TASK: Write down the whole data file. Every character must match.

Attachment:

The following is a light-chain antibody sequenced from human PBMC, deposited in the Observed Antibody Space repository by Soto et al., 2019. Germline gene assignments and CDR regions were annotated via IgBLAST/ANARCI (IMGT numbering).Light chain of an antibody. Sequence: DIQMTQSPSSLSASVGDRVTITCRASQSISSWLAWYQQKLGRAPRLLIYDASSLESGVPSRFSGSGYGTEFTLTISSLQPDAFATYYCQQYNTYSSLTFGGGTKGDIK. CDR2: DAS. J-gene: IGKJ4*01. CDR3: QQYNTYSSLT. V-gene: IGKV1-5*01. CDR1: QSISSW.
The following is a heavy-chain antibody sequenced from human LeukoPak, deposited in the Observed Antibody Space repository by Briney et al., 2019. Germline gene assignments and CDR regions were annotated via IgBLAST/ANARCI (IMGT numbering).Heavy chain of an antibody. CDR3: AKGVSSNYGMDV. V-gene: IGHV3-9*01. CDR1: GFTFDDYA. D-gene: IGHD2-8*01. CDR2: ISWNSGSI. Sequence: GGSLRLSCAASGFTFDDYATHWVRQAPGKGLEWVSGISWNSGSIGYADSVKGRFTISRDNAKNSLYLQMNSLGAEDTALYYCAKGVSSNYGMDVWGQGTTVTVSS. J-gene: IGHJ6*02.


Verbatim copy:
The following is a light-chain antibody sequenced from human PBMC, deposited in the Observed Antibody Space repository by Soto et al., 2019. Germline gene assignments and CDR regions were annotated via IgBLAST/ANARCI (IMGT numbering).Light chain of an antibody. Sequence: DIQMTQSPSSLSASVGDRVTITCRASQSISSWLAWYQQKLGRAPRLLIYDASSLESGVPSRFSGSGYGTEFTLTISSLQPDAFATYYCQQYNTYSSLTFGGGTKGDIK. CDR2: DAS. J-gene: IGKJ4*01. CDR3: QQYNTYSSLT. V-gene: IGKV1-5*01. CDR1: QSISSW.
The following is a heavy-chain antibody sequenced from human LeukoPak, deposited in the Observed Antibody Space repository by Briney et al., 2019. Germline gene assignments and CDR regions were annotated via IgBLAST/ANARCI (IMGT numbering).Heavy chain of an antibody. CDR3: AKGVSSNYGMDV. V-gene: IGHV3-9*01. CDR1: GFTFDDYA. D-gene: IGHD2-8*01. CDR2: ISWNSGSI. Sequence: GGSLRLSCAASGFTFDDYATHWVRQAPGKGLEWVSGISWNSGSIGYADSVKGRFTISRDNAKNSLYLQMNSLGAEDTALYYCAKGVSSNYGMDVWGQGTTVTVSS. J-gene: IGHJ6*02.